Ok, we have Cloudflare and we have a domain name. But right now, we have no content! Time to get the content set up. I could redirect all of the requests for content to my house, and my home server, however most ISPs have restrictions about what kind of data you can serve on a home internet connection. In addition, ISPs often use "dynamic addressing", which means that the IP of my house is always changing, and every time it changed, I'd have to update the DNS records to point to the new location (This is possible, with a service called DDNS, but it is notoriously unstable). So, I decided to rent out some "cloud computing", and place my origin server in the "cloud". Practically, what this means is that I pay my cloud service provider (linode) some money every month, and they give me a virtual machine with a static (not changing) IP address, which I can use to host this blog.
Just like the previous blog
iridescent.io, to manage the content on this blog, I use a CMS (Content Management System) called Ghost. Ghost is a free and open-source blog platform, built on nodejs. I installed Ghost on my server (which also required an installation of mysql (a database), and nginx (a reverse-proxy)), and now, visiting the IP of my cloud server, I can see my blog! I forked a great theme, Crisp, from Kathy Quian, and now, the blog looks great. It's just, ah, missing a bit of content really. The install process is super easy, and there are tons of great tutorials (see this one: https://ghost.org/docs/install/linode/ for what I used).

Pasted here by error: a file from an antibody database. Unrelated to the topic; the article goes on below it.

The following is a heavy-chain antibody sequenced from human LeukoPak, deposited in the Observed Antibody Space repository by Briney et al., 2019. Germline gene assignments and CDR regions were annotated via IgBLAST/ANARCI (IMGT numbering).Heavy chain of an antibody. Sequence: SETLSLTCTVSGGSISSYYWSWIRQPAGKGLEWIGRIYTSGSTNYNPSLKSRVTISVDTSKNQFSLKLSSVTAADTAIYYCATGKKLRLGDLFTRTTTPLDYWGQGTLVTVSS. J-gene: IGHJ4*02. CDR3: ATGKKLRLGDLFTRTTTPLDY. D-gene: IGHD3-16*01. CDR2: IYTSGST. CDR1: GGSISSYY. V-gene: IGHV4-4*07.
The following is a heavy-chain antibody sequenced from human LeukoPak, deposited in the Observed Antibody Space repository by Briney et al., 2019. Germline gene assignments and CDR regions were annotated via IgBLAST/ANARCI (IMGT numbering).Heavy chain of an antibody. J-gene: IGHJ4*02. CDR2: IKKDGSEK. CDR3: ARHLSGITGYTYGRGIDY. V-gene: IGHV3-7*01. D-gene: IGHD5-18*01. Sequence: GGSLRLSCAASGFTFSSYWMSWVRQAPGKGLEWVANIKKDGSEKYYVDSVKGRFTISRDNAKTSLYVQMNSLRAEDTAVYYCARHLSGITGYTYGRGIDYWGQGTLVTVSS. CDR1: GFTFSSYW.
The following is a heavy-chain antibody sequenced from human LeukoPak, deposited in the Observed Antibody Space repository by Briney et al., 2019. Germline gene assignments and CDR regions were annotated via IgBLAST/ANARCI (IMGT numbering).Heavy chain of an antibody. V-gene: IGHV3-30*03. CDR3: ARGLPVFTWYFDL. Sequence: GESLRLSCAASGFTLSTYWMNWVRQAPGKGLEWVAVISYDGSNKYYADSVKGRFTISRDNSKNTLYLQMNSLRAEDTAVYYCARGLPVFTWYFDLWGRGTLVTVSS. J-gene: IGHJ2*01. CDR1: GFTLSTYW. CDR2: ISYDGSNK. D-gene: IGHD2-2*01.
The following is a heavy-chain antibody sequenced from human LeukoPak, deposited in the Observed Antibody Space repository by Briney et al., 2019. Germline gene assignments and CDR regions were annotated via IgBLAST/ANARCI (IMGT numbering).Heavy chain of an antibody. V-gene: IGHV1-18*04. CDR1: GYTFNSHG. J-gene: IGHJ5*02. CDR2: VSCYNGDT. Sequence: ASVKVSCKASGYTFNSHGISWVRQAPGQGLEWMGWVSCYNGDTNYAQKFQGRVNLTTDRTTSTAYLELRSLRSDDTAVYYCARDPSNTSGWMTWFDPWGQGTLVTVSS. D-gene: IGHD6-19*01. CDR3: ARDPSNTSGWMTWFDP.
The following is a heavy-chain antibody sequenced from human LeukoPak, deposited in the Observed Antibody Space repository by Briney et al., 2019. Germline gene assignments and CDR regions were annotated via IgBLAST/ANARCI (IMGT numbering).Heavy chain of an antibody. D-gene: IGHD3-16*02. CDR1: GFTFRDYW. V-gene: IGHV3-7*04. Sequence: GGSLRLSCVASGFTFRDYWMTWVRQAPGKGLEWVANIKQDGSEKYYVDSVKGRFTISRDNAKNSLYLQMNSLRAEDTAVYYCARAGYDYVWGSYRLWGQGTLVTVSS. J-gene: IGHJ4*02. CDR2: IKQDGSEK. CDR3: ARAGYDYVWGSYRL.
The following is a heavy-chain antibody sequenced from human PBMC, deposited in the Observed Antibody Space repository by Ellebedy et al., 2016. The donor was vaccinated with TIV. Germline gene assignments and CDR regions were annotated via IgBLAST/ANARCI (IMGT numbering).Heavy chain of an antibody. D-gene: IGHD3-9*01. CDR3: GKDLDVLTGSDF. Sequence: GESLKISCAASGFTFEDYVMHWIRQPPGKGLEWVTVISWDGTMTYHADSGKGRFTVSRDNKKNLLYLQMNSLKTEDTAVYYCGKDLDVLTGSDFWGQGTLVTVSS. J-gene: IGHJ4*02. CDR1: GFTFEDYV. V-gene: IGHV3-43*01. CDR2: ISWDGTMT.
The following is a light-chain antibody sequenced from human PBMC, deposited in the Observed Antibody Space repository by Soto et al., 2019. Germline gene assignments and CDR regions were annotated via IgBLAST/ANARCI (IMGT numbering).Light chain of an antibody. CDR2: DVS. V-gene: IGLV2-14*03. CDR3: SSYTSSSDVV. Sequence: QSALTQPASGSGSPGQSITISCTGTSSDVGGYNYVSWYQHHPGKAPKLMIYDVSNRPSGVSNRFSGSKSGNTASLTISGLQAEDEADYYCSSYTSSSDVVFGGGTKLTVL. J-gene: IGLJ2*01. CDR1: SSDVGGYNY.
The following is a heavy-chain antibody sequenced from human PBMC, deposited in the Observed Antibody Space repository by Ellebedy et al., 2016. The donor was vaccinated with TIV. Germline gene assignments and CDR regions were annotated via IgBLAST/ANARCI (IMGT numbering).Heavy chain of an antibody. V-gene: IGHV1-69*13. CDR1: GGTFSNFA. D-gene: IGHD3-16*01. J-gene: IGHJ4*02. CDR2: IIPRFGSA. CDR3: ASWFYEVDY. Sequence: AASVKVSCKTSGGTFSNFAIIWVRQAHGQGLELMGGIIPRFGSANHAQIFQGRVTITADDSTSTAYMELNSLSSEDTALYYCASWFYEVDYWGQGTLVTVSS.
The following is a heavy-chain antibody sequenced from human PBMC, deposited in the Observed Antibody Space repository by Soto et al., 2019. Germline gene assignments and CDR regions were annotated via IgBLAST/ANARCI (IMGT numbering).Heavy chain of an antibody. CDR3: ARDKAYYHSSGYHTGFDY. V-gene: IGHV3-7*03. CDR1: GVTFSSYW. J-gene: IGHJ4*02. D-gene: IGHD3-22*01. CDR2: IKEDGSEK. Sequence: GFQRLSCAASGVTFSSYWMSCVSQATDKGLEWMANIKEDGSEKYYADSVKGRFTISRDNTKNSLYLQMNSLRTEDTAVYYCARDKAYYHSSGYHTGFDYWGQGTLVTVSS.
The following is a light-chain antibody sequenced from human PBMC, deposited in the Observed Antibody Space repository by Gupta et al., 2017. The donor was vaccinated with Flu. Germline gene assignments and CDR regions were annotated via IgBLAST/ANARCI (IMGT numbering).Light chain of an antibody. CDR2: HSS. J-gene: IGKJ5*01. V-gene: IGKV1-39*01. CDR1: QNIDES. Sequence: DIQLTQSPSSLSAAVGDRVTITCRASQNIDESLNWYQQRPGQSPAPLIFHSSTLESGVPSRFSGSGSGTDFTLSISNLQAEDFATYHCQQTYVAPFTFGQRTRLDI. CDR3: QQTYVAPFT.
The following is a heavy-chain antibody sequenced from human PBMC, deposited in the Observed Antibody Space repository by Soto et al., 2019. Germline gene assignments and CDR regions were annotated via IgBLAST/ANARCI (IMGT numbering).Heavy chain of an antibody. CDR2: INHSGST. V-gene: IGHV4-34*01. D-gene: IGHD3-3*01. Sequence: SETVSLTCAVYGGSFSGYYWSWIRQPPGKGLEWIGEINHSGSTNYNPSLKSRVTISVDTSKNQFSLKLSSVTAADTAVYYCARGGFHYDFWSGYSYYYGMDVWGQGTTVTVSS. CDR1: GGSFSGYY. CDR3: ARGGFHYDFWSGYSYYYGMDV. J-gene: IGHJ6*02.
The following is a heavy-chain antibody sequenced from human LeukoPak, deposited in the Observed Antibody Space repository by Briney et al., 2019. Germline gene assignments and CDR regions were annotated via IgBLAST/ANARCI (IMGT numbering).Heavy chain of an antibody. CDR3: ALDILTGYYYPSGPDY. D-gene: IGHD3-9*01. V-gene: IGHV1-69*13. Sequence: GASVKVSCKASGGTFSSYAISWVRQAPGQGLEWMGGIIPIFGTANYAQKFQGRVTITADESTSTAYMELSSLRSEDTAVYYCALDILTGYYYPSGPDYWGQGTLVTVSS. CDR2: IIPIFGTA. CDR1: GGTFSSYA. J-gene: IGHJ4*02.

Step 4: Configuring the DNS, and SSL
Great, I have a server. Time to tell cloudflare where to send all of our traffic. We create an "A" record which maps
dchan.cc -> 18.104.22.168 (not my real IP) , and suddenly (or about 30 minutes later), we can actually visit our website! But there's a problem:
The above warning is an example of a warning that the user (you) get when your browser and the website aren't communicating with an encrypted connection. If the data between you and the server isn't properly encrypted, anyone listening to your browsers communication can read that communication. While you (probably) shouldn't be entering a password or any secret details on my website (Though if you want to send your bank username and password, I wouldn't mind), it's best to be secure. To do this, we'll enable Full (strict) encryption in Cloudflare.
With this encryption, your traffic will be encrypted all the way through to my origin server, even while passing through the cloudflare servers. You can check that this worked by looking at the lock in your browser:
Your bank account details are safe with me.
Step 5: Writing a blog post
Finally, we have a secure website and server setup that I can use to tell you about the muppets. Now it's time to write a blog post about the process. But what level do you write it at? What do you talk about? I'm sure if you made it this far you can see my decisions, but there's a lot of additional depth to this that I didn't really talk about. This isn't a tutorial or a how-to, but it's more of a roadmap of the things that I did to get this new system up and running. In the future I might dive a bit deeper into each of these components of the tech stack, or maybe talk about how I configured a Kubernetes load balancing system with autoscaling which means that this blog can serve hundreds of thousands of simultaneous users, but that's a story for another time.
じゃあね - David